After years of battling toxic blue-green algae in Veterans Memorial Lake, City of Great Bend officials finally got some good news from state officials this week. They were informed by the Kansas Department of Health and Environment that the beleaguered lake was no longer on its warning or watch lists.
“We are happy to see this,” said Great Bend Human Resource Director Terry Hoff. “It is a good step in the right direction.”
The algae has been an issue at Vets since 2010. It led the KDHE to place the lake under a warning status that encouraged people and pets to avoid prolonged contact with the water, and eventually caused a massive fish kill last August.
“We are very pleased,” he said.
Hoff praised the support of the City Council, and the efforts of Public Lands Director Scott Keeler and his department. He also appreciated the work of the Wichita consulting firm CH2M Hill which helped devise a strategy to clear the lake.
But, “there always has to be some caution,” he said. “This is not a permanent solution.”
The waste from geese that landed on the lake was a key contributor to the toxic blue-green algae problem. Officials are also tackling the amount of phosphorus entering the lake through storm water runoff which occurs primarily through the introduction of lawn and crop fertilizers, washing of grass clippings and leaves into storm drains, etc.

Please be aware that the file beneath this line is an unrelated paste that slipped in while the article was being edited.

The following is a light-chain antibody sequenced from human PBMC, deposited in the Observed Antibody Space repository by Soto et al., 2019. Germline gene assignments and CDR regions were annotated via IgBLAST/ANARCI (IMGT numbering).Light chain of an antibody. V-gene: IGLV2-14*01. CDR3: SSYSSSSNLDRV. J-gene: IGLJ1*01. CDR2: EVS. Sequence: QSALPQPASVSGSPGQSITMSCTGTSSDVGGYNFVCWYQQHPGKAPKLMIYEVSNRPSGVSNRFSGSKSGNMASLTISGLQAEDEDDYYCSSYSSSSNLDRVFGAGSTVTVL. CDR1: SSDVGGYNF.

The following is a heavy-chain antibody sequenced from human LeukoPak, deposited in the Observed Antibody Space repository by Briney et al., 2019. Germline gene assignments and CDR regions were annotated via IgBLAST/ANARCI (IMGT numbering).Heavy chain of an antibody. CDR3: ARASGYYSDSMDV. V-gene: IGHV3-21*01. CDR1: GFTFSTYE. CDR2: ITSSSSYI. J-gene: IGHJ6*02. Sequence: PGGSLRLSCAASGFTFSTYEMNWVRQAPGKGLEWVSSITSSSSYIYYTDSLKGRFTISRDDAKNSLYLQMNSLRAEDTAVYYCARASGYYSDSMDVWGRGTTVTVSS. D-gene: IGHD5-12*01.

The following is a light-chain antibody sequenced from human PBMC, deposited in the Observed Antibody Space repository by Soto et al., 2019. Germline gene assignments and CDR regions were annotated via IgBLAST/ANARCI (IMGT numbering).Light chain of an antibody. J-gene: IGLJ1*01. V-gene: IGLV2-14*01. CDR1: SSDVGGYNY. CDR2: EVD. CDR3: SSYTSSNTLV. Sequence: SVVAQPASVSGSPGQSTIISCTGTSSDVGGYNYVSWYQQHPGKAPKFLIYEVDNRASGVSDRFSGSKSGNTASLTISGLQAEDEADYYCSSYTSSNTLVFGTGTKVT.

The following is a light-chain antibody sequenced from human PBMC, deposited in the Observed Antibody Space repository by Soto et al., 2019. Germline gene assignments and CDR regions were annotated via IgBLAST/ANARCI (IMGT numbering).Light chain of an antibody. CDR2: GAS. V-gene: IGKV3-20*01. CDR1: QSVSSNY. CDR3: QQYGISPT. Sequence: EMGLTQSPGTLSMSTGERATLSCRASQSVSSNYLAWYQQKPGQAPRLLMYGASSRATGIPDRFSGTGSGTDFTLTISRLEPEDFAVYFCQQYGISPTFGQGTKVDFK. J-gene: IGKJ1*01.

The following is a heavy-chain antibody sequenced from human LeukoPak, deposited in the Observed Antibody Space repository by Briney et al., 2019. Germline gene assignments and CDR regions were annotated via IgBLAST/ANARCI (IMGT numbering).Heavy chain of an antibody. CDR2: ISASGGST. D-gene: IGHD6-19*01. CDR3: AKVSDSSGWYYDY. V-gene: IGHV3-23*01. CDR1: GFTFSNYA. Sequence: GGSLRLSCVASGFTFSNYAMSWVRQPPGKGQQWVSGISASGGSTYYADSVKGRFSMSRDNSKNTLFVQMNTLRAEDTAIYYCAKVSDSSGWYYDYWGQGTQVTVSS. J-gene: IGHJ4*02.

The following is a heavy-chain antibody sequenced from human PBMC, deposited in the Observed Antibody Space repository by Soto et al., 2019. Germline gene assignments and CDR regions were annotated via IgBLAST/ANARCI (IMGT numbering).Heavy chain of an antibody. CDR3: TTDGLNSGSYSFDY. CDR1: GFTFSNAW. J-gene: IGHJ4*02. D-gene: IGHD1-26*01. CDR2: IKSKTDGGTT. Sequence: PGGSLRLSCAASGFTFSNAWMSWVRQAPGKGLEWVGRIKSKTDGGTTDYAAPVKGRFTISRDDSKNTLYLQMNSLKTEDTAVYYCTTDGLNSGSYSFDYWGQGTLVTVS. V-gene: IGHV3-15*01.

The City Council approved last year contracting with CH2M Hill to remediate the problem.
“They helped us determine the right path to take in resolving the problems at the lake,” Hoff said. “The council approved the use of their services, and they did a great job in guiding us through this process.”
Efforts have including noise makers to scare away the birds and doses of aluminum sulfate, or alum, that was introduced into the lake in April via oxygen diffusers. The non-toxic alum bonds with the phosphorus and algae causing them to settle to the bottom, allowing nature to take its course.
So, from here on out it becomes a matter of maintenance, Hoff said.
They will stay aggressive in keeping geese away and continue educating the public about how to keep unwanted nutrients out of the water. It is the phosphorus found in the goose waste and yard fertilizers that feeds the algae.
Eventually, it is hoped Vets will be “cured,” Hoff said. But, in the meantime, ”We’ve got work to do. It’s on-going.”